- IBM Watson Health is launching an app for organizations to check people's health status prior to letting them in public spaces like sports stadiums, airplanes and workplaces.
- The app, called IBM Digital Health Pass, premiered at the virtual HLTH conference Monday. Users can present a verified health status based on different data sources, such as vaccination status or COVID-19 test, in order to enter public locations, with the goal of avoiding potential virus transmission.
- It's the latest in a slew of products meant to help U.S. organizations resume activity, including some from big names like CVS Health and UnitedHealth Group launching back-to-work products in recent months. Pricing for IBM's app is highly variable depending on the sponsoring organization and its needs, an IBM spokesperson said, but declined to share specific figures.
Research suggests a majority of Americans still aren't comfortable returning to the workplace, but confidence in returning to some businesses and other public spaces is steadily growing, according to a Qualtrics survey conducted in July. But the situation could worsen going into the cold winter months as safer outdoor activities become less of a viable option.
IBM's app is meant to create confidence in public spaces, allowing businesses and workplaces to stay open and people to participate physically in activities outside the home.
Users download the health pass app, log in and verify their identity. When health data is available, they scan a QR code and add the information to their digital wallet. Then, they can share it to participate in an activity or enter a public space.
Organizations can choose what data sources are required to greenlight entry, including temperature checks, COVID-19 exposure notifications, COVID-19 test results or vaccination status.
The status can be used to enter a stadium for a baseball game, commute to the workplace or board a plane, IBM Watson Health's general manager Paul Roma said at HLTH. Travel and transportation companies might have a more stringent system for establishing wellness than a restaurant with outdoor seating, Roma noted.
Such applications managing people's sensitive health information have given rise to privacy concerns, especially when large tech companies are involved. IBM said that security is central to the app.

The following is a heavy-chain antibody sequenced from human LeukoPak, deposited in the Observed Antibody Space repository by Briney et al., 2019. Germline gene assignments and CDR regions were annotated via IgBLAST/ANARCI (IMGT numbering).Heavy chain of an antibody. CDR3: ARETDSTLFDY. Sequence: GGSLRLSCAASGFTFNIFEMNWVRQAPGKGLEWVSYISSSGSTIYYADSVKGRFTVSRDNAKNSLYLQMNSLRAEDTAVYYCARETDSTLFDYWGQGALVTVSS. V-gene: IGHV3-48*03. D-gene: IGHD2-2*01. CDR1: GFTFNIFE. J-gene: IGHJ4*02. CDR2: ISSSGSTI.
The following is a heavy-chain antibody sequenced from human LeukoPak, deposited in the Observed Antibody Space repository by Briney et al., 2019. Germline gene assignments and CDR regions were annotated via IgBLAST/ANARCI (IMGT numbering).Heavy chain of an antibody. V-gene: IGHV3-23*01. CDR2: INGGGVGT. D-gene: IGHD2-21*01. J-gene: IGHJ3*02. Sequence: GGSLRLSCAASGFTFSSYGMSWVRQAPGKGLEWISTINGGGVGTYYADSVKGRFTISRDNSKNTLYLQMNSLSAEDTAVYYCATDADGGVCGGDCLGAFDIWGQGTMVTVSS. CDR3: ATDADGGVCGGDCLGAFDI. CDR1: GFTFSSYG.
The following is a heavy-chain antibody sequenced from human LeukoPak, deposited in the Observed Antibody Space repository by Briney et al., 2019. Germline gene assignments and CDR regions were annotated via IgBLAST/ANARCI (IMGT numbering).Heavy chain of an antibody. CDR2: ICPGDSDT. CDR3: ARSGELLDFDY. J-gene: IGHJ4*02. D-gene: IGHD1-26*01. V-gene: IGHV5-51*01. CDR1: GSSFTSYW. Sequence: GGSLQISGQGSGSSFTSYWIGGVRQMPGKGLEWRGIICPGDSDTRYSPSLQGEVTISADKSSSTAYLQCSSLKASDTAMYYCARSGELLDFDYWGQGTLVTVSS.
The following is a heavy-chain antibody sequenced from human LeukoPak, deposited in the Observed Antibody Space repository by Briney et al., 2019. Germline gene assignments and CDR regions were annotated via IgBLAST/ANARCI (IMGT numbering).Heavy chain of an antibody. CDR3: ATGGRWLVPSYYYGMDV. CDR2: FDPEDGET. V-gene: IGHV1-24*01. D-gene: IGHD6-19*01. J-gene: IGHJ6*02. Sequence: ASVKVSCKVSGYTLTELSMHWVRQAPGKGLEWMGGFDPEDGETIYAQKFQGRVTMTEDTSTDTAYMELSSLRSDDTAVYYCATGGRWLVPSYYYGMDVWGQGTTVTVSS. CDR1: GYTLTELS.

People can store and manage their health status on their mobile phones and share it with designated recipients without also sharing the underlying data. Health information is stored in an encrypted digital wallet built on blockchain for secure data exchange, IBM said.
Users must also consent to release their health data to be part of their status, allowing them to share scans or a COVID-19 test with the app, but withhold lab results, Roma said. The system also allows data to be exchanged anonymously for cases where identity isn't necessary.
There's a large potential market for such tools. An overwhelming majority of workplaces plan to implement temperature checks and health screenings to facilitate reopening, according to to a survey of more than 1,000 companies by employment law firm Littler.
CVS Health launched a workplace reopening product in June for U.S. employers and universities, including a variety of COVID-19 testing options, while Alphabet's life sciences arm Verily started offering a program combining symptom screening, testing services and data analytics earlier that month. UnitedHealth Group and Microsoft also launched a COVID-19 screening app in May that's available to all U.S. employers for free.
However, unlike some of those apps, IBM's does not involve contact tracing or testing.